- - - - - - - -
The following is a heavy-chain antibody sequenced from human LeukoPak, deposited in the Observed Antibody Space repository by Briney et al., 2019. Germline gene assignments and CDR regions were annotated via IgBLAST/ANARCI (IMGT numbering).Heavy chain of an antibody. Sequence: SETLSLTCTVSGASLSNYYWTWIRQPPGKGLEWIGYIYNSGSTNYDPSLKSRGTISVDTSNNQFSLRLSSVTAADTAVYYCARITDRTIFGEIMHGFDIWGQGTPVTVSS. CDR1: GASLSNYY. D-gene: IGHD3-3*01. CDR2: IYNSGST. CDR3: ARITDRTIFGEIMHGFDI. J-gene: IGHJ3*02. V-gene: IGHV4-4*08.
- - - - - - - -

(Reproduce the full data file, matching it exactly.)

The following is a heavy-chain antibody sequenced from human LeukoPak, deposited in the Observed Antibody Space repository by Briney et al., 2019. Germline gene assignments and CDR regions were annotated via IgBLAST/ANARCI (IMGT numbering).Heavy chain of an antibody. Sequence: SETLSLTCTVSGASLSNYYWTWIRQPPGKGLEWIGYIYNSGSTNYDPSLKSRGTISVDTSNNQFSLRLSSVTAADTAVYYCARITDRTIFGEIMHGFDIWGQGTPVTVSS. CDR1: GASLSNYY. D-gene: IGHD3-3*01. CDR2: IYNSGST. CDR3: ARITDRTIFGEIMHGFDI. J-gene: IGHJ3*02. V-gene: IGHV4-4*08.